One of the really great things about NetGalley is the chance to read books that I would have read already. I’m a fan of Liane Moriarty, and thoroughly enjoyed her last book. I’ve read three others from before that, and I really think she’s getting better as she goes along, so when I was offered the chance to review this, I jumped at the chance.
Six responsible adults. Three cute kids. One small dog. It’s just a normal weekend. What could possibly go wrong?
Sam and Clementine have a wonderful, albeit, busy life: they have two little girls, Sam has just started a new dream job, and Clementine, a cellist, is busy preparing for the audition of a lifetime. If there’s anything they can count on, it’s each other.
Clementine and Erika are each other’s oldest friends. A single look between them can convey an entire conversation. But theirs is a complicated relationship, so when Erika mentions a last minute invitation to a barbecue with her neighbors, Tiffany and Vid, Clementine and Sam don’t hesitate. Having Tiffany and Vid’s larger than life personalities there will be a welcome respite.
Two months later, it won’t stop raining, and Clementine and Sam can’t stop asking themselves the question: What if we hadn’t gone?
In Truly Madly Guilty, Liane Moriarty takes on the foundations of our lives: marriage, sex, parenthood, and friendship. She shows how guilt can expose the fault lines in the most seemingly strong relationships, how what we don’t say can be more powerful than what we do, and how sometimes it is the most innocent of moments that can do the greatest harm.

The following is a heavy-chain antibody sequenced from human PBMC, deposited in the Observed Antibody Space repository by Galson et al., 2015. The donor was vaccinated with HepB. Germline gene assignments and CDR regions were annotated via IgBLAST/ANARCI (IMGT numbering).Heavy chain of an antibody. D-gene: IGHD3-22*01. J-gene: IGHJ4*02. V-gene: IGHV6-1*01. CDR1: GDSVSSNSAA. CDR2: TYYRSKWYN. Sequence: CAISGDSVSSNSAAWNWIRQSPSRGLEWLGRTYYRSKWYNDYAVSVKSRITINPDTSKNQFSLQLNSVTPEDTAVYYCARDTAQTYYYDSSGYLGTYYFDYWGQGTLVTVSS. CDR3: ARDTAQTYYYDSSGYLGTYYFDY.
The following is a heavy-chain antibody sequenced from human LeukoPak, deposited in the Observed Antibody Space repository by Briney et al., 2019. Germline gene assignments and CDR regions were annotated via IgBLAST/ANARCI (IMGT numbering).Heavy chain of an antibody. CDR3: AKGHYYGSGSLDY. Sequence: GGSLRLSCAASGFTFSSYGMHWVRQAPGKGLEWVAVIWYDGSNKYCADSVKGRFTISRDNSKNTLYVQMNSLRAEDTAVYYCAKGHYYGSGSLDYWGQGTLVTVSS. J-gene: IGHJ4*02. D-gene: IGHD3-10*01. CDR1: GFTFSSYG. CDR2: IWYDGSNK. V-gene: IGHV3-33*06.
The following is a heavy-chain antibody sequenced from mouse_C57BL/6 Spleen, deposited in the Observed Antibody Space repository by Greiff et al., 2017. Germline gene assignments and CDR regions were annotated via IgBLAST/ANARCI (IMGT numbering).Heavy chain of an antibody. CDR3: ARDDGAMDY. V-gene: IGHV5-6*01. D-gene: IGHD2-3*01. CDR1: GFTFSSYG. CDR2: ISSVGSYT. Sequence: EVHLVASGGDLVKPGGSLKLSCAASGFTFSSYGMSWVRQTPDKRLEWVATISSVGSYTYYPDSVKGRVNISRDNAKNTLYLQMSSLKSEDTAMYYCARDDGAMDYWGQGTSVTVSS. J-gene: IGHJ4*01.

I really enjoyed this book, another of Liane Moriarty’s mummy lit crossed with moral dilemma. One summer day, six adults and three children got together for a barbecue, a seemingly normal event which had lasting repercussions for all involved.
One of the things I love about Moriarty’s fiction is that you’re left guessing the whole way through – this was present in Big Little Lies and is similarly so here. What happened at the BBQ? Who did what? Why is everyone so stressed about it, six weeks later?
The three marriages depicted in this book are masterfully drawn, with three very different couples each struggling to come to terms with the events of that fateful summer bbq. I loved Moriarty’s depiction of complex, nuanced relationships, from Sam and Clementine’s awkward dance around each other to Erika’s strained and damaged relationship with her mother, each link felt totally real and believable.
I’m a big fan of Moriarty’s work. and this is as strong as anything I’ve read by her before. Tense and gloomy at times, sunny and loving at others, the contrasts between the glorious summer day of the barbecue and the heavy rain of the following two months perfectly illustrates how one quiet afternoon can strain even the oldest and strongest of relationships. Investigating guilt, love, obligation, familial ties, and the strange, awkward feeling of obligation, this masterful book was hugely enjoyable as a slice of life which felt like peering into the heads of my neighbours and being immensely satisfied by what I found there.
As this was a digital ARC, there were some formatting issues. Perspectives changed mid-paragraph, there were lots of typos which hadn’t been corrected, and chapter divisions weren’t at all clear. But I would assume that these will all be sorted by publication day, and thus I wouldn’t let that put me off at all – it’s just part of the ARC experience.
Thoroughly enjoyed this book, I will be recommending it to my sisters, who I know enjoyed her previous works.